> once when adding a sleep(1) at the end of the FE readout function
> but back then did not think about it any further.
Looks like this problem fell into the covid crack.
As far as I know, MIDAS does not lose any events between bm_send_event() and the shared memory
buffer. It does not lose any events in the mlogger (unless the "event request" is misconfigured).
(there is lots of opportunity to lose events in complicated frontends).
If you have some evidence otherwise, I would very much like to hear about
it and I want to fix all problems that cause it.
In your previous report I was under the impression that you lose random events here and there,
but your latest report is about mlogger not writing anything at all.
Which case is it?
If you can definitely say that all your events make it to the SYSTEM buffer
but mlogger sometimes does not see some of them and sometimes does not see all of them,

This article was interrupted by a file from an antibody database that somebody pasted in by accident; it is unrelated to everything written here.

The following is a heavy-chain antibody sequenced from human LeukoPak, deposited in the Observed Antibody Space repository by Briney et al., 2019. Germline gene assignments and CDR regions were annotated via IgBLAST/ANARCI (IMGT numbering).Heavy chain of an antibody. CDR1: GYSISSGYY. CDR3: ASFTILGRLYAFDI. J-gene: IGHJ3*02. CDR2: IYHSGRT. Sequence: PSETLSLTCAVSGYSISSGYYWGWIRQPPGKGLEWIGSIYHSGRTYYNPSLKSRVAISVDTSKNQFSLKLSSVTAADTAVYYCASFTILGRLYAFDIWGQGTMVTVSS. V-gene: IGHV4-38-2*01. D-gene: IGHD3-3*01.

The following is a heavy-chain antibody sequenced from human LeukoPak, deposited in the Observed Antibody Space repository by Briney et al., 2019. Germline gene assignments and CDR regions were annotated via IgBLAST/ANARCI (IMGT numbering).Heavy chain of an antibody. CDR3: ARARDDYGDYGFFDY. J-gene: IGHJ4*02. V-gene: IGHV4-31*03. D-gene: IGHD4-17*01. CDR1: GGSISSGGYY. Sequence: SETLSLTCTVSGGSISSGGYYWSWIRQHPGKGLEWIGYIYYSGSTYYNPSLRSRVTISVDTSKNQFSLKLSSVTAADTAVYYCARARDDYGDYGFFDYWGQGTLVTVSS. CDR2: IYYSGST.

we should look very closely at bm_receive_event() and mlogger itself.
In the case where mlogger is not seeing any events at all (output file is empty), as this is
happening, I would like to see the output of mdump (to confirm events are written to SYSTEM
buffer with correct event_id and trigger_mask) and the output of (say)
"manalyzer_test.exe --dump run01161.mid.lz4" on your output file.
If the output is very long, you can email it to me directly instead of posting it here.
> Thanks for the investigation. Back in 2020, we had some issues
> of losing data between the system buffer and the logger writing them
> to disk (https://daq00.triumf.ca/elog-midas/Midas/1966). This was polled equipment
> but we had a multithreaded FE running at the same time. Could this be related to the same problem?
I think we will have to follow up on your problem 1966 separately.
I think this bug cannot lose events. Writing events to the write cache has correct
locking, no loss here. writing write cache to shared memory has correct locking,
no loss there. the bug will cause the *next* event in the event buffer to be overwritten,
this will be detected by most programs as shared memory corruption and everybody
will quit. (mhttpd, mserver, odbedit will probably survive).
I guess there could be unlucky corruption that looks like nothing was corrupted,
but this will affect only a few events right at the shared memory read/write
pointer, it so happens that they are the oldest events in the buffer and likely